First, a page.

Tuesday, May 22, 2007


The shoebill stork a large, somewhat frightful bird stands 4 feet/54 in./122 cm tall.

The shoebill also known as the whale head, is noted for its large head and unusually long and wide, many-colored bill, which ends in a hooked tip. It has broad wings and long, strong legs with large, un-webbed feet. A solitary, silent bird, the shoebill stork is native to the marshy banks of the papyrus swamps of the East African White Nile and its tributaries, where it feeds on a diet of frogs, small crocodiles, and especially lungfish and other mud puddle fish. It obtains this diet by probing the mud with its bootlike bill.

The bill is the most prominent feature of the shoebill and does indeed resemble a wooden shoe. It is an enormous structure ending in a sharp, curved hook.

Shoebills are usually silent, but will often participate in bill-clattering, a behavior characteristic of true storks. Adults will often do this when greeting each other at the nest, but young shoebills also perform the bill-clatter. Adults will also make a whining or "mooing" noise and young will make a hiccupping noise especially when begging for food.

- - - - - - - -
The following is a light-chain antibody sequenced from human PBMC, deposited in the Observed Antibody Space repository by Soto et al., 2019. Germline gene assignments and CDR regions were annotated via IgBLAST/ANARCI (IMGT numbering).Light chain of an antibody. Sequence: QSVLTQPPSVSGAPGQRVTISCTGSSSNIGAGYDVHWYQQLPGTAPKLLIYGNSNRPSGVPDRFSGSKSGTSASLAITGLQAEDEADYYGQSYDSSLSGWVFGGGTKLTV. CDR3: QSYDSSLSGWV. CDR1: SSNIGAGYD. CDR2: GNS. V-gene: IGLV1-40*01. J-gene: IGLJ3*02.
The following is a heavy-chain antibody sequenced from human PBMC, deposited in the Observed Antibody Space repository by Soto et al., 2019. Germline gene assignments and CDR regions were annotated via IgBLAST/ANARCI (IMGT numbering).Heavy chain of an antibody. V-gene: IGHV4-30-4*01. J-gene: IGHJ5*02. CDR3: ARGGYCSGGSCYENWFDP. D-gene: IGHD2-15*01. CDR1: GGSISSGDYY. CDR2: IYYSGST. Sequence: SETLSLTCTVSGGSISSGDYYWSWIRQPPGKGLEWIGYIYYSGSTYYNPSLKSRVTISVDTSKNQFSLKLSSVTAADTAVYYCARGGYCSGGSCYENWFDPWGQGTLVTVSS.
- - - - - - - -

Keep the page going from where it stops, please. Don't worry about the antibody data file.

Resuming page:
The shoebill is a solitary species and is never found in groups. Only when food is in short supply will shoebills forage near each other.

Shoebills are monogamous breeders and both parents participate in every aspect of nest building, incubation and chick rearing. A ground nester, the shoebill deposits its one or two chalky white eggs in a nest of grasses on a high, dry spot, where its downy young remain, helpless for some time after hatching.

Partially nocturnal, it tends to be sluggish but is nonetheless a strong flyer and soarer. In several respects, shoebills are similar to herons, e.g., they fly with their heads and necks folded back.

Shoebills are very docile and permissive when it comes to humans. Researchers studying these birds have been able to come within 6 feet of a shoebill on its nest. The shoebill will not threaten humans, but will only stare right back at them.

University of Michigan Museum of Zoology


Anonymous said...

Thank you for some truely amazing photos and info on this most extraordinary bird.

Anonymous said...

Brilliant pictures and very informed write up